A top UN official has called for a transparent and independent investigation into the fatal shooting of two Palestinian teenagers by Israeli border police during a demonstration in the West Bank.
“It is of serious concern that initial information appears to indicate that the two Palestinians killed were both unarmed and appeared to pose no direct threat,” said Oscar Fernandez-Taranco, the assistant UN secretary general for political affairs.
“The UN calls for an independent and transparent investigation by the Israeli authorities into the two deaths, and urges Israel to ensure that its security forces strictly adhere to the basic principles on the use of force and firearms by law enforcement officials,” he said at a briefing of the UN Security Council.
The killed youths were part of a group of about 150 Palestinians who were marking the 66th anniversary of Nakba Day – the annual ‘Day of the Catastrophe’ commemorating the displacement that accompanied the creation of Israeli state.
Palestinian leaders have accused Israel of “excessive and indiscriminate violence,” but Israel has said the border police were trying to quell a violent demonstration.
The Israeli Defense Forces (IDF) insisted in a statement to RT that violence was used against them and that police did not use live rounds.
“A preliminary investigation determined that live fire was not used by security forces. The video clip which was released today has been edited, and doesn’t document the full extent of the event, nor does it reflect the violent nature of the riot,” the statement read.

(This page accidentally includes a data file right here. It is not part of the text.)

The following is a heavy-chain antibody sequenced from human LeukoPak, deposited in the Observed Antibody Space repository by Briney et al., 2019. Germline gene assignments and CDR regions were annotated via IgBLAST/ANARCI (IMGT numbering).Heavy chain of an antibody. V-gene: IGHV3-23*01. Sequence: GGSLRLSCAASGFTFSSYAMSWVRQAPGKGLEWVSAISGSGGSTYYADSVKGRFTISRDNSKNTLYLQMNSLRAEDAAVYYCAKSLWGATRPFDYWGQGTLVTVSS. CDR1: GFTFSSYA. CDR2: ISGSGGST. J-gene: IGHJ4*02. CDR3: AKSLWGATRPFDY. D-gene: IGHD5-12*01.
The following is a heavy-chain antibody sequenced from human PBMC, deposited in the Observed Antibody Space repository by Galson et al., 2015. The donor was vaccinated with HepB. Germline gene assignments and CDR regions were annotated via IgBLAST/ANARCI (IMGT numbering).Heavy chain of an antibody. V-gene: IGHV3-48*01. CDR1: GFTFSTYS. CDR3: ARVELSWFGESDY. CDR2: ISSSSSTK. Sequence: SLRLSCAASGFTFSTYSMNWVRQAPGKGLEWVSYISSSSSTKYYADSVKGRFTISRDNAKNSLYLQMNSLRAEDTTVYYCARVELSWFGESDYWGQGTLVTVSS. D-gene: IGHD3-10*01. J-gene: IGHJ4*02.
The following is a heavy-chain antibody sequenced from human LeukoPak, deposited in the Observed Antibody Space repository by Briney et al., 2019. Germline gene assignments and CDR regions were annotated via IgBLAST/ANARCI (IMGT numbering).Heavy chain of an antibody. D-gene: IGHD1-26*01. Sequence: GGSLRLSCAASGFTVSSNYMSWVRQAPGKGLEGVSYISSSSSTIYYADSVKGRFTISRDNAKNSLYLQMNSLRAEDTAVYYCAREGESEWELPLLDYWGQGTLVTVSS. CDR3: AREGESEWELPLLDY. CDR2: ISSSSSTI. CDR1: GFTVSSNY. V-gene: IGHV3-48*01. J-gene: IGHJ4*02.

But Bratt Parker, international advocacy officer and attorney at DCI-Palestine, a children’s charity that operates in the West Bank said that the evidence he has seen tells a very different story.
“What we do know is that at the time they were shot it was relatively calm. There was no stone throwing, there was a very low level of violence, if any based on the video we have,” he told RT.
He added that eye witnesses had seen some stone throwing but that even this did not warrant such a response from the Israelis
“The Israeli army has an obligation to not use lethal force, unless they are threatened with lethal force. So when the teens were shot there was no immediate threat to any soldiers’ life and therefore these killings are not justified under international humanitarian law, under international human rights law, and also the use of live fire isn’t justified in this circumstance under the Israeli’s military own guidelines,” he said.
Haggi Matar, a journalist at 972mag.com, a news website based in Israel and the Palestinian territories, points out that the army’s denials are meaningless because autopsies on the bodies of both teenagers show that they were shot with live rounds. He also said this occurrence is not rare.
“Dozens of Palestinians are being shot dead by Israeli forces every year in demonstrations, in clashes, in events very similar to this one wherein the army uses extraordinary force against unarmed civilians. At times it is as a response to stones being thrown at times unprovoked, but still it is much more violence than is used by the demonstrators,” he said.